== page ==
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Am I the only one with a degree who has a 'McJob?'

(6 Posts)
Zippydoodah Fri 23-Jun-17 11:50:10

A bit of background. I did a degree in the early 90s. I got a 2:2, which was expected. I could have got more but it would have been a slog.

When I finished, I had a few minor MH issues. I took the easy option and worked for a tiny software firm with no career progression, which I stayed with for 10 years until I had my eldest. The company folded during my maternity leave so I took a job, any job, which I have been in ever since.

For reference, I have two children, aged 8 and 13. The 13 has had some MH issues, which have improved somewhat. The 8 yr old is now playing up. I also have an elderly mother whose health is failing and becoming more dependent on me. She has been emotionally dependent on me for 5 yrs. I have a sister but doesn't seem to be able to help as much though has stepped up lately.

The job itself fits in around the school but the hours are unsociable. It's a big company and the perks are great, especially for someone with a family. The people I work with are nice (apart from a few questionable managers and customers).

However, the job issue has always been a kind of calling. I want something I can be proud of and can make my mark on the world (boke). Old uni friends have all had a career. None has gone down my path.

Every time I try to seriously consider I move, I am literally paralysed with panic. I am very susceptible to stress anyway (even before the above stuff) and always said I did not want a job where it took over my life so I've kind of avoided a career. I did do some voluntary work related to my degree but it dried up and I figured I did want to get paid anyway.

It's very hard when I myself don't really seem to know myself what I want out of a job. I want to use my brain but don't want to feel overly stressed or out of my depth iyswim.

Any ideas?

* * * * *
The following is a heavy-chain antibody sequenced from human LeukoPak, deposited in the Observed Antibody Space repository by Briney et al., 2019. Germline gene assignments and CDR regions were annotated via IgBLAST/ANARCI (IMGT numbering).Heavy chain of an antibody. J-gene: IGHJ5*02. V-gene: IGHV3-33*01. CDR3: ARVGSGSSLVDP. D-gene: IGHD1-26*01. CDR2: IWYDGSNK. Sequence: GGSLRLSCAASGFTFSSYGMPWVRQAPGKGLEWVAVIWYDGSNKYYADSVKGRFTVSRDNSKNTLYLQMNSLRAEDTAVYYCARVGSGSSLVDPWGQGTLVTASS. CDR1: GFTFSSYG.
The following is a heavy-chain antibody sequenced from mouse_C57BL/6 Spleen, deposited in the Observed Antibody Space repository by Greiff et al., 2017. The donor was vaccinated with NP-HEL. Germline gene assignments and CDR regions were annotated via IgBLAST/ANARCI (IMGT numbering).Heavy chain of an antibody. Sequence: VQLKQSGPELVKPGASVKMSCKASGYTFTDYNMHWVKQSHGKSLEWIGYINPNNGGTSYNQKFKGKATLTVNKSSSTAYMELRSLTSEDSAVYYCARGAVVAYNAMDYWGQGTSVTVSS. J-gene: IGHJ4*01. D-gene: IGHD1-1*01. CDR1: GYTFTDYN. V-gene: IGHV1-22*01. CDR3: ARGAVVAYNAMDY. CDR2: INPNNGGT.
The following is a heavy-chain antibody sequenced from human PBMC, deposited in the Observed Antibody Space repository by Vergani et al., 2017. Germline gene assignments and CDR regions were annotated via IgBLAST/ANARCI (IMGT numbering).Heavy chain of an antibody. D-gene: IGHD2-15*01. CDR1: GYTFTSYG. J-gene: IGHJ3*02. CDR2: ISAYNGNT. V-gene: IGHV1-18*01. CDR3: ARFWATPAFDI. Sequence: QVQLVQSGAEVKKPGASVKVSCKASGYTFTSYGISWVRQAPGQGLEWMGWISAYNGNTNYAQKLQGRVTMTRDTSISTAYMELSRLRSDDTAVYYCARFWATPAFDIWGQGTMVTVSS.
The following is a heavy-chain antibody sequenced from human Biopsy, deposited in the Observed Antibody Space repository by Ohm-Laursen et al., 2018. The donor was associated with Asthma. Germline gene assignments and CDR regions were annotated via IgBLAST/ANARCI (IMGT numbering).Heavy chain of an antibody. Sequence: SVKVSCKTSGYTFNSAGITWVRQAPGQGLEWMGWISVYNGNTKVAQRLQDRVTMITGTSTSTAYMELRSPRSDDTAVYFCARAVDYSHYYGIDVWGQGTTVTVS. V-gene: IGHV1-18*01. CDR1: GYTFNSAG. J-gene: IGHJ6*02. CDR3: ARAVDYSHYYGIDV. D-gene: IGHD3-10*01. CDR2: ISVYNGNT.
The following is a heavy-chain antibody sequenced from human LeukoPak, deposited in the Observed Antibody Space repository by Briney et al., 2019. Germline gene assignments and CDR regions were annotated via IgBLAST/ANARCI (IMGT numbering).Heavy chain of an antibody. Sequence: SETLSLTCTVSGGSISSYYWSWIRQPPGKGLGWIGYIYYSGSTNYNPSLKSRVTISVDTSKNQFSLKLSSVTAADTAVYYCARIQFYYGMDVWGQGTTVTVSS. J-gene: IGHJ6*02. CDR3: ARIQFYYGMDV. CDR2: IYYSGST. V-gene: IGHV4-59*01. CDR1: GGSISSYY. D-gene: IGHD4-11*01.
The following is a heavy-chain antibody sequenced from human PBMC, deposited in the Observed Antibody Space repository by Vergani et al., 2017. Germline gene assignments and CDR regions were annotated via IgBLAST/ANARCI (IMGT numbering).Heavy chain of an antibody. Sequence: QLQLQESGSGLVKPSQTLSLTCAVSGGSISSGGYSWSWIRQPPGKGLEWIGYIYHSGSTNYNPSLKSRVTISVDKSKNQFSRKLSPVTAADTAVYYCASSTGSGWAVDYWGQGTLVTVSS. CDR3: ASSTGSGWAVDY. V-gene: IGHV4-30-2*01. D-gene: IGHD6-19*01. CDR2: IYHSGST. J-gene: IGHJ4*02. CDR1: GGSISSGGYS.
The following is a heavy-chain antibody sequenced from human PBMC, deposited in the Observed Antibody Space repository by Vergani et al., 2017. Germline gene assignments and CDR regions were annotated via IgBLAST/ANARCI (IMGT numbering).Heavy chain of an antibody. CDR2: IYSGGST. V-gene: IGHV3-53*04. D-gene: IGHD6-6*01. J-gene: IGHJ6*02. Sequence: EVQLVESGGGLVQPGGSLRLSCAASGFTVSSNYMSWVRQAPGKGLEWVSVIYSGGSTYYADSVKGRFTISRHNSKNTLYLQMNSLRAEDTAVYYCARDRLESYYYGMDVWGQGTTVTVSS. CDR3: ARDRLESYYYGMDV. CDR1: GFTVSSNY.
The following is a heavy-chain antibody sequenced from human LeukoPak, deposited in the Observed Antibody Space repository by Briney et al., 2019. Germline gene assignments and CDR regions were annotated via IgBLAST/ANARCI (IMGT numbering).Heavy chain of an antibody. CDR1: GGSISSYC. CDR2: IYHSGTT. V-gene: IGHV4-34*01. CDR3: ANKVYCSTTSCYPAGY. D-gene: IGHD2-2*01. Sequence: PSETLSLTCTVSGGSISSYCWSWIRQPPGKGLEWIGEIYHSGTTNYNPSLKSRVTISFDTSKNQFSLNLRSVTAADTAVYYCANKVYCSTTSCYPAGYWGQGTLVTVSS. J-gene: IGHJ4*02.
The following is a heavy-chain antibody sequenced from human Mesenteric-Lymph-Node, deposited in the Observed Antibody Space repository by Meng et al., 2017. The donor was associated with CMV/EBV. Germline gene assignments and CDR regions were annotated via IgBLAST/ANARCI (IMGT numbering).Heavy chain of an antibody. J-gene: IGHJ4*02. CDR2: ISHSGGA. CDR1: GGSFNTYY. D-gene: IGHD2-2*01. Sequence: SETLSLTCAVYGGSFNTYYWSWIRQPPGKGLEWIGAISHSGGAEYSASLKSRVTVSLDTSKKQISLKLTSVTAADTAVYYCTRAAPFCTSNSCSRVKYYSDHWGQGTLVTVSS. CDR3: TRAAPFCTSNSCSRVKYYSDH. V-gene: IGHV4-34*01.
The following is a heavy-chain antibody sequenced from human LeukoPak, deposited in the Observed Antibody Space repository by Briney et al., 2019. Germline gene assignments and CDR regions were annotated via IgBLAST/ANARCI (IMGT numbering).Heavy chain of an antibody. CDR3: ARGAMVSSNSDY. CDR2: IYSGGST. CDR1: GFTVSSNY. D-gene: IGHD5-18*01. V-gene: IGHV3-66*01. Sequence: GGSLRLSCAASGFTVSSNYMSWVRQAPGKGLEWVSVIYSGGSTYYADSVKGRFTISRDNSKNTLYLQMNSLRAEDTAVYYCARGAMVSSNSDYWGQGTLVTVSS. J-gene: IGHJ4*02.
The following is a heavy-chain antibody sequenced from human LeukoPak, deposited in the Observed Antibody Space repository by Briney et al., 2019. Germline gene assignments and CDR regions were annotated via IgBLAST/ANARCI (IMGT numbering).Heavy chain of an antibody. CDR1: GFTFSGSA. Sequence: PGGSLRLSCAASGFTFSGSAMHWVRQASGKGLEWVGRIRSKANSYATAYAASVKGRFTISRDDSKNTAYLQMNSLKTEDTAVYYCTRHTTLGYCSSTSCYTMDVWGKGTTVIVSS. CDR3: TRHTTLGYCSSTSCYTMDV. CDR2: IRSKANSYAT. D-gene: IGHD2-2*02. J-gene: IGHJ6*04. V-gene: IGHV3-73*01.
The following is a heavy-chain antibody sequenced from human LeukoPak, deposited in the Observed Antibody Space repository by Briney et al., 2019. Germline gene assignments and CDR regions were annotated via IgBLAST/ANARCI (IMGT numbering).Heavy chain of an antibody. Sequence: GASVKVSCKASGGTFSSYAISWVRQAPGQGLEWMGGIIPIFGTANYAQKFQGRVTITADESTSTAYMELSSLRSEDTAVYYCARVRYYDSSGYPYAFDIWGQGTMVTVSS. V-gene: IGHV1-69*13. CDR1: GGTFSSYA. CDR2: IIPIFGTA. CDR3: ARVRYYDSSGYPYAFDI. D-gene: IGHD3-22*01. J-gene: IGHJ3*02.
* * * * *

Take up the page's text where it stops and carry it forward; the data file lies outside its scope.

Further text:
OP’s posts: |
Nasreen Fri 23-Jun-17 12:44:48

Hi
If it makes you feel any better, I am in pretty much the same boat as you, but minus the job!

Did a degree early 90's, faffed about until I did a P.G.C.E. Taught for a few years, had DD (now 12). Then diagnosed with breast cancer and had DS at the same time, so that was the end of teaching for me. Didn't want to know about any kind of stress. Worked from home for a bit, made redundant. Then worked as an LSA; funds dried up, so back to being unemployed. Currently volunteering for Citizens Advice. It's interesting and challenging, but obviously not paid.

Have you ever received any proper careers advice?
Could you look for alternative volunteer work, where you do use your brain? Is there any opportuity for career progression where you are now?

Fromr reading your post, it seems you have quite a bit going on in your personal life, so it might be best to stay put for now, until things calm a bit?

lanbro Fri 23-Jun-17 12:53:44

I did a degree in the late 90s, all my friends from uni work in the field of their degree, most directors or partners. I felt like the poor relative for years but now have my own business and about to open another

I've enjoyed my life, career success has never been at the top of my list. Try not to compare yourself to others, try and be happy with the way your life has gone

newnoo Fri 23-Jun-17 13:53:31

Zippy it's never too late. It sounds like you're still quite stretched by family matters so maybe now might not be the perfect timing.

You sound like you didn't to try to hard at your degree:

it would have been a slog Perhaps it wasn't the right thing for you.

Is there anything you've ever really wanted?

Is there anything you'd love to do in life? What did you like to do when you were a child. What lit you up? What could you do for hours and hours?

BarrierST0P5 Fri 23-Jun-17 17:28:30

Have you looked into career versus family life - work/life balance ?
Career may not be the right path for you

Career, I think you really need to find out what you want to do that you are passionate about
Then you could investigate costs of retraining
You also have to take into account that employers sometimes want people with experience in a field of work, so how would you achieve this eg through volunteering, training course ?
I think the job market is quite tough

Or you could not do the work option, but find a hobby that you are passionate about instead

I would pick one thing and aim to achieve that and work onwards onto other things

Zippydoodah Sat 24-Jun-17 09:43:47

Thanks all. I do agree it's not the best timing right now which makes me a tad impatient. I am no spring chicken.

I did get some careers advice from the government service and they gave me some pointers for training. Just finding the time berween work and the kids is impossible right now. That makes me feel a bit crappy because others seem to be able to do it and you get the usual 'if you wanted to. ..'

I am out of practice with study too. My brain doesn't work as well and confidence is shot.

Back to the past, a lot of stuff I'd have wanted to do might not suit now. I was quite good at concentrated work but realise a certain amount of contact with people is good for me, which is a big plus where I am now.

Regarding progession. Yes and no. A managerial position wouldn't suit my persoanlity but sometimes opportunities come up at head office. Probably only admin type roles but they are better paid though this could be offset by a further commute

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